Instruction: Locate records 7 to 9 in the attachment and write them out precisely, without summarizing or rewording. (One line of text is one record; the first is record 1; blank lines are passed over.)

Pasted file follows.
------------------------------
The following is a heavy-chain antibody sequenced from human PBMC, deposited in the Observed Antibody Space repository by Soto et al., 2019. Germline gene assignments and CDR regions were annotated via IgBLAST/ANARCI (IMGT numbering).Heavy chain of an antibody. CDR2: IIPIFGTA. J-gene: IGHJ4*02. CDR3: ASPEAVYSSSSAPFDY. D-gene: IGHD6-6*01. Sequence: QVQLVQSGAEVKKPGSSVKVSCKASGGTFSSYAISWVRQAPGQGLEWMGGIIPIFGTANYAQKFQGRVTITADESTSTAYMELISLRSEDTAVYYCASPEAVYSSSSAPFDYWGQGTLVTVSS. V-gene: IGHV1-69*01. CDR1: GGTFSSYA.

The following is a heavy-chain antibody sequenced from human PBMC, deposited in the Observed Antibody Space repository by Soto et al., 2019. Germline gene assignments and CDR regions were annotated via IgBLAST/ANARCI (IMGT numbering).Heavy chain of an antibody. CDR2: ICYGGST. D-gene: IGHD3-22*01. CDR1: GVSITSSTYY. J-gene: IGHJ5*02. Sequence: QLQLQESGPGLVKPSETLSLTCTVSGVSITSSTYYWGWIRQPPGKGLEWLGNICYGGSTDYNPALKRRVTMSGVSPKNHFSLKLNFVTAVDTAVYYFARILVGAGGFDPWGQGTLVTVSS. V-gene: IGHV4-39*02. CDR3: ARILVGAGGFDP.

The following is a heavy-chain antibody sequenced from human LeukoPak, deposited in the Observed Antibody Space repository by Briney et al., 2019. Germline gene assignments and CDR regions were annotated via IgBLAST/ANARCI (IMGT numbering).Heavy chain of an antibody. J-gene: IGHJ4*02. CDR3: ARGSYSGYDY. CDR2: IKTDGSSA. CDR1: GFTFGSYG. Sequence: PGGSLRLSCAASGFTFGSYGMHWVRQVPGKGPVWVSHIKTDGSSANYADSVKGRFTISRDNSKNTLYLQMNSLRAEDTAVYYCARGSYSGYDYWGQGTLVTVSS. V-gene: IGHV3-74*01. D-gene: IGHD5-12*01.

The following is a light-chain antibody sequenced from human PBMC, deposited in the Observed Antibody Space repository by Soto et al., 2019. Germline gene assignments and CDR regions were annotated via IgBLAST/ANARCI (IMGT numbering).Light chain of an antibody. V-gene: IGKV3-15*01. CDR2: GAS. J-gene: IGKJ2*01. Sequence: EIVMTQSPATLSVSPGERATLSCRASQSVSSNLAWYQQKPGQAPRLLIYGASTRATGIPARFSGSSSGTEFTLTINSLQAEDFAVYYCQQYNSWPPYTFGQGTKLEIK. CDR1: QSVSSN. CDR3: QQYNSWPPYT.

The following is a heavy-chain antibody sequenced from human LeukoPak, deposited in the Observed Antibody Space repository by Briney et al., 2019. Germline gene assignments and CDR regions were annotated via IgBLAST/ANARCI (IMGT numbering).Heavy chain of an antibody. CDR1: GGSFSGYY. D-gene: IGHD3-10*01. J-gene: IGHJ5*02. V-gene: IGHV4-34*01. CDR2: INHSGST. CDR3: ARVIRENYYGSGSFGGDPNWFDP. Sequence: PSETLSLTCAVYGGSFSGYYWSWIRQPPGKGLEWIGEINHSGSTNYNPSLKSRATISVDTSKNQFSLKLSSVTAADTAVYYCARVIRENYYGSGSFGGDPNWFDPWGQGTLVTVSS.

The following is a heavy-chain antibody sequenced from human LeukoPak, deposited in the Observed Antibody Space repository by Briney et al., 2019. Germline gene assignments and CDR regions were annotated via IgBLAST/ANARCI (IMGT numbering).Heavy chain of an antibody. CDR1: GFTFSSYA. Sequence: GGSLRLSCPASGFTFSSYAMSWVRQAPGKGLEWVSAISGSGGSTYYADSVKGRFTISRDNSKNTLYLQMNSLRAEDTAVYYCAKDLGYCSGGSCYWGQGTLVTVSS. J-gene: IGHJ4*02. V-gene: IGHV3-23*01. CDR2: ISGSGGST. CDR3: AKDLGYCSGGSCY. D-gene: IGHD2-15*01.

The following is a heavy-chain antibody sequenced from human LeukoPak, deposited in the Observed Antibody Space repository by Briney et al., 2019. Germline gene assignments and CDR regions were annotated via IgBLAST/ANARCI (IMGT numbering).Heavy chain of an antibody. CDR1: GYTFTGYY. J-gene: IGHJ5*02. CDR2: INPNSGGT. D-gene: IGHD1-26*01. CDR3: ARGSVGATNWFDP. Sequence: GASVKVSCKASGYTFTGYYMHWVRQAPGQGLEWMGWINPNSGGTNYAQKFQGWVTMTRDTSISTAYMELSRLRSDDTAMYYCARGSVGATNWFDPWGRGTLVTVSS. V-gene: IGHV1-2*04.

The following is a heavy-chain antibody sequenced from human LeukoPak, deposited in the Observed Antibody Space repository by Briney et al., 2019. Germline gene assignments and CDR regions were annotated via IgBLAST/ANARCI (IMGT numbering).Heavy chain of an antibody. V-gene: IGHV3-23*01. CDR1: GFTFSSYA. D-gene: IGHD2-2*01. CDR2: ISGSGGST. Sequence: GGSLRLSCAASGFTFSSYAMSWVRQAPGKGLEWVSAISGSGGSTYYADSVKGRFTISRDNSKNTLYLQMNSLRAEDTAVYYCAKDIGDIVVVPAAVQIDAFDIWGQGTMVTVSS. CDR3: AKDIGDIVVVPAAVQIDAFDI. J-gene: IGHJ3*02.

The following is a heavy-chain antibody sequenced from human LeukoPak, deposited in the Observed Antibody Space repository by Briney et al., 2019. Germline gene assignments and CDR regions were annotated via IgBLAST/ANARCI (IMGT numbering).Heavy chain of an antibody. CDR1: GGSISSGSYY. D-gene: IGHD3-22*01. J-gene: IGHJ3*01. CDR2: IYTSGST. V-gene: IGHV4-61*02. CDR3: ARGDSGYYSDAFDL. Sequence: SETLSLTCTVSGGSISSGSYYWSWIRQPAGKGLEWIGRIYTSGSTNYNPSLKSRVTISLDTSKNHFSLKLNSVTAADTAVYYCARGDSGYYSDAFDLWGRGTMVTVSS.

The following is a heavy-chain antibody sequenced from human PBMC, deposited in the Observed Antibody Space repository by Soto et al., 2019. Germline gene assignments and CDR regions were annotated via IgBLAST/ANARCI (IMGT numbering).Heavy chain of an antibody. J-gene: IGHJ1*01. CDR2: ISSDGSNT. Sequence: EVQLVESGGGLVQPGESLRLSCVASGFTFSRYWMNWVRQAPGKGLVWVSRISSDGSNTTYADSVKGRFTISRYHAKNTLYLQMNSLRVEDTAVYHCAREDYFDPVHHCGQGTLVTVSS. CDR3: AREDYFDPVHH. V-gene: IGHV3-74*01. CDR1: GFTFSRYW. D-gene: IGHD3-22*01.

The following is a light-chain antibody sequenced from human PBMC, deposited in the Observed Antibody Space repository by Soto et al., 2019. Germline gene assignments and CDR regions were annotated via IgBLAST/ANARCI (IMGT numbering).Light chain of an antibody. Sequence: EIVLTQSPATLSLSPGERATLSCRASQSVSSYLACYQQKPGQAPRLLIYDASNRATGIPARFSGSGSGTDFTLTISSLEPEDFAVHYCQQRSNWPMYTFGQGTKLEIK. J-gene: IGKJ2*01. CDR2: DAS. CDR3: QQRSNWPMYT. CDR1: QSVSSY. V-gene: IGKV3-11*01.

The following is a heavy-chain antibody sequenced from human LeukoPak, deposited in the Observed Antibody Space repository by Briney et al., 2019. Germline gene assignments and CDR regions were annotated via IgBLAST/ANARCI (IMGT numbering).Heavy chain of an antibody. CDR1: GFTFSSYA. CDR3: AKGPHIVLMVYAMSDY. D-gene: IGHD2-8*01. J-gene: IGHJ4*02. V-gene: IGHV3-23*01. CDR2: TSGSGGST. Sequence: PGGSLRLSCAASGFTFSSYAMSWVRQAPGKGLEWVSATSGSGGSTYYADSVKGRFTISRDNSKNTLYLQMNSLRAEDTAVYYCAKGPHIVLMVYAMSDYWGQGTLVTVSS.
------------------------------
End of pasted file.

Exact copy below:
The following is a heavy-chain antibody sequenced from human LeukoPak, deposited in the Observed Antibody Space repository by Briney et al., 2019. Germline gene assignments and CDR regions were annotated via IgBLAST/ANARCI (IMGT numbering).Heavy chain of an antibody. CDR1: GYTFTGYY. J-gene: IGHJ5*02. CDR2: INPNSGGT. D-gene: IGHD1-26*01. CDR3: ARGSVGATNWFDP. Sequence: GASVKVSCKASGYTFTGYYMHWVRQAPGQGLEWMGWINPNSGGTNYAQKFQGWVTMTRDTSISTAYMELSRLRSDDTAMYYCARGSVGATNWFDPWGRGTLVTVSS. V-gene: IGHV1-2*04.

The following is a heavy-chain antibody sequenced from human LeukoPak, deposited in the Observed Antibody Space repository by Briney et al., 2019. Germline gene assignments and CDR regions were annotated via IgBLAST/ANARCI (IMGT numbering).Heavy chain of an antibody. V-gene: IGHV3-23*01. CDR1: GFTFSSYA. D-gene: IGHD2-2*01. CDR2: ISGSGGST. Sequence: GGSLRLSCAASGFTFSSYAMSWVRQAPGKGLEWVSAISGSGGSTYYADSVKGRFTISRDNSKNTLYLQMNSLRAEDTAVYYCAKDIGDIVVVPAAVQIDAFDIWGQGTMVTVSS. CDR3: AKDIGDIVVVPAAVQIDAFDI. J-gene: IGHJ3*02.

The following is a heavy-chain antibody sequenced from human LeukoPak, deposited in the Observed Antibody Space repository by Briney et al., 2019. Germline gene assignments and CDR regions were annotated via IgBLAST/ANARCI (IMGT numbering).Heavy chain of an antibody. CDR1: GGSISSGSYY. D-gene: IGHD3-22*01. J-gene: IGHJ3*01. CDR2: IYTSGST. V-gene: IGHV4-61*02. CDR3: ARGDSGYYSDAFDL. Sequence: SETLSLTCTVSGGSISSGSYYWSWIRQPAGKGLEWIGRIYTSGSTNYNPSLKSRVTISLDTSKNHFSLKLNSVTAADTAVYYCARGDSGYYSDAFDLWGRGTMVTVSS.